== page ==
Thomas Meaney: Chicken Wire and Telephone Calls: On Robert Caro’s LBJ

Roundup: Talking About History

Thomas Meaney is a doctoral candidate in history at Columbia University and an editor of The Utopian.

Robert Caro has been tracking his great white whale for thirty years now. As with any undertaking of this scale, an aura of legend attaches to the labor. First there is the Ahab-like devotion with which he has pursued the life of Lyndon Baines Johnson. In 1977, not long after publishing his epic biography of Robert Moses, New York City’s master builder, Caro decamped to Texas Hill Country for three years to take in the air of LBJ’s childhood. He spent a night outdoors in a sleeping bag to better fathom the desolation of the territory. Along with his wife, Ina, he has combed through every possible archive and ballot box; his appetite for firsthand impressions from LBJ’s entourage is matched only by his allergy to post-1960 scholarship. All of this fact-hunting and what you might call Method research has made Caro—who started his career as a reporter for Newsday—something of a hero for American journalists: he is the guildsman who made good and raised their craft to a level that academics can only envy. But he is far from universally admired by historians. Garry Wills and Sean Wilentz have dismissed him as a myth maker who rhapsodizes the life of Johnson into a morality play. In their view, Caro is hopelessly committed to seeing the thirty-sixth president through the prism of good and evil: LBJ the civil rights crusader versus LBJ the scourge of Vietnam. Caro’s anatomy of political power is too crude, they argue; he thinks LBJ’s secret was simply to be always the greediest, most ambitious and ruthless man in the room.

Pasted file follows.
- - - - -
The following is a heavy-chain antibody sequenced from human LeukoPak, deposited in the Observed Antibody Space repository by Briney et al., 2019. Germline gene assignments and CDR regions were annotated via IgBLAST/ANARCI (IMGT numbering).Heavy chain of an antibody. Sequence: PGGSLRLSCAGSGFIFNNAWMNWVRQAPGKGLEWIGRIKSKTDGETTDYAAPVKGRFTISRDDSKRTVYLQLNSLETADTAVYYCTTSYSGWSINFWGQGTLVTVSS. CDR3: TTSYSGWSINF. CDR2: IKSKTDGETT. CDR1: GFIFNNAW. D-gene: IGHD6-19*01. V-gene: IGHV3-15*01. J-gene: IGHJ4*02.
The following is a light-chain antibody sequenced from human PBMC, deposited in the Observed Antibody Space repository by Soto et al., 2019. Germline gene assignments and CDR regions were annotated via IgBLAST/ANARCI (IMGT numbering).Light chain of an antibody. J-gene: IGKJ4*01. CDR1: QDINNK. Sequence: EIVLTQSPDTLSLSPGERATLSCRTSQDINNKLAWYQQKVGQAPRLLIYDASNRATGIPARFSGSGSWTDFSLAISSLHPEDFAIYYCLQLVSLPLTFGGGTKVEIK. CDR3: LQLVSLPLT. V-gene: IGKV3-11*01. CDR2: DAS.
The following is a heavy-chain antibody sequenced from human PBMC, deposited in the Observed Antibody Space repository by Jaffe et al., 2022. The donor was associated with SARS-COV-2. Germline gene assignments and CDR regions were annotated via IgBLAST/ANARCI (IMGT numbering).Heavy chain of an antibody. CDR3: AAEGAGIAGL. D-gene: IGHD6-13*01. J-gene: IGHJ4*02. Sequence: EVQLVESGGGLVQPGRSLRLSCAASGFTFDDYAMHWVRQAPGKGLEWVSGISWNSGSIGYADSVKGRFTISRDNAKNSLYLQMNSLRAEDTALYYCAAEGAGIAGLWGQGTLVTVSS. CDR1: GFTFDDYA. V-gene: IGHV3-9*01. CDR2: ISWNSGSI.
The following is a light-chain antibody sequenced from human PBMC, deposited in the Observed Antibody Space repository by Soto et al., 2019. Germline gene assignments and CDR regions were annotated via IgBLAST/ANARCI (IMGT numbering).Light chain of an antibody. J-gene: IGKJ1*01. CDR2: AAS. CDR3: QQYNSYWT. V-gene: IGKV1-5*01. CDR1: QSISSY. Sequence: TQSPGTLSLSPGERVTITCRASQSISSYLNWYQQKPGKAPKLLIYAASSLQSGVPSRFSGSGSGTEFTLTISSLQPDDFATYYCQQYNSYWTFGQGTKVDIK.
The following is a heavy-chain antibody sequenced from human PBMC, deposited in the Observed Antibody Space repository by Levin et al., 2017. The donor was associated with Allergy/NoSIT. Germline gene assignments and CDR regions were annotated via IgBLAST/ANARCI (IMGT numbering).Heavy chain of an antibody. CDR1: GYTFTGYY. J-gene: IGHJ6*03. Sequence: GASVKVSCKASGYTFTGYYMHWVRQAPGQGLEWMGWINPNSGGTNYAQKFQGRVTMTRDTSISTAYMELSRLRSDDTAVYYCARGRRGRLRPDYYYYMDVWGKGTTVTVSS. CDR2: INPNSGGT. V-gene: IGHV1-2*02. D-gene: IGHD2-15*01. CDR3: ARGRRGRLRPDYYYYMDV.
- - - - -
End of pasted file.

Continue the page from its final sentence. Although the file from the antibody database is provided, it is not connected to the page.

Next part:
This is a serious criticism, but like the journalistic halo over Caro, it confuses the trappings of his achievement for its core. Caro has always been more valuable as a guide to how power works in postwar America in particular than how it works in some general abstract sense. Biography would not initially seem to be the form best suited to his purpose. The locus of power in this country is never fixed; it doesn’t reside in one person or single power elite, or in one institution, agency, economic interest, media outlet or popular movement, but in the shifting imbalances among them. Caro’s fortune in choosing LBJ as an entry for understanding the elements of American power is that Johnson moved through so many of them—and responded to and manipulated so many more—throughout his long career. Indeed, the great drama of reading The Years of Lyndon Johnson comes in watching LBJ master the machinery of American politics like one of those security contractors hired by companies to test the strengths and weaknesses of their systems....

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